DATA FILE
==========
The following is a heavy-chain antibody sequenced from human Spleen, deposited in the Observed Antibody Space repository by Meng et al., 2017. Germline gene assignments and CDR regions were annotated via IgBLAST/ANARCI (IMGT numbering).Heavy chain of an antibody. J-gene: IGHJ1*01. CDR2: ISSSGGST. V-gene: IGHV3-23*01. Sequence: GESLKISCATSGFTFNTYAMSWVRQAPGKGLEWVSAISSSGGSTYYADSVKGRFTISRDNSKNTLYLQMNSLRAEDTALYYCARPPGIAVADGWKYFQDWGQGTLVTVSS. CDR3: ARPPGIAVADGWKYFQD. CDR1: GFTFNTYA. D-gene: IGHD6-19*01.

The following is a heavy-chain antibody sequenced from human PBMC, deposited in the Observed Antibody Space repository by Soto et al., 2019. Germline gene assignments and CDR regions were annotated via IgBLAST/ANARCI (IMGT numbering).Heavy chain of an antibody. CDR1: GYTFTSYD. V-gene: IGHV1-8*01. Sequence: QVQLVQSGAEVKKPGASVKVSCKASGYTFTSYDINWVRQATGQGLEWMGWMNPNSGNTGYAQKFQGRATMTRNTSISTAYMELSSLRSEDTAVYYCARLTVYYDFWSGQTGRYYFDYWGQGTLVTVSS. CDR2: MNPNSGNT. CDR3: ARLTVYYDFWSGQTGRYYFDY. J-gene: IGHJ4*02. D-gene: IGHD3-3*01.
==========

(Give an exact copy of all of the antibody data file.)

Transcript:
The following is a heavy-chain antibody sequenced from human Spleen, deposited in the Observed Antibody Space repository by Meng et al., 2017. Germline gene assignments and CDR regions were annotated via IgBLAST/ANARCI (IMGT numbering).Heavy chain of an antibody. J-gene: IGHJ1*01. CDR2: ISSSGGST. V-gene: IGHV3-23*01. Sequence: GESLKISCATSGFTFNTYAMSWVRQAPGKGLEWVSAISSSGGSTYYADSVKGRFTISRDNSKNTLYLQMNSLRAEDTALYYCARPPGIAVADGWKYFQDWGQGTLVTVSS. CDR3: ARPPGIAVADGWKYFQD. CDR1: GFTFNTYA. D-gene: IGHD6-19*01.

The following is a heavy-chain antibody sequenced from human PBMC, deposited in the Observed Antibody Space repository by Soto et al., 2019. Germline gene assignments and CDR regions were annotated via IgBLAST/ANARCI (IMGT numbering).Heavy chain of an antibody. CDR1: GYTFTSYD. V-gene: IGHV1-8*01. Sequence: QVQLVQSGAEVKKPGASVKVSCKASGYTFTSYDINWVRQATGQGLEWMGWMNPNSGNTGYAQKFQGRATMTRNTSISTAYMELSSLRSEDTAVYYCARLTVYYDFWSGQTGRYYFDYWGQGTLVTVSS. CDR2: MNPNSGNT. CDR3: ARLTVYYDFWSGQTGRYYFDY. J-gene: IGHJ4*02. D-gene: IGHD3-3*01.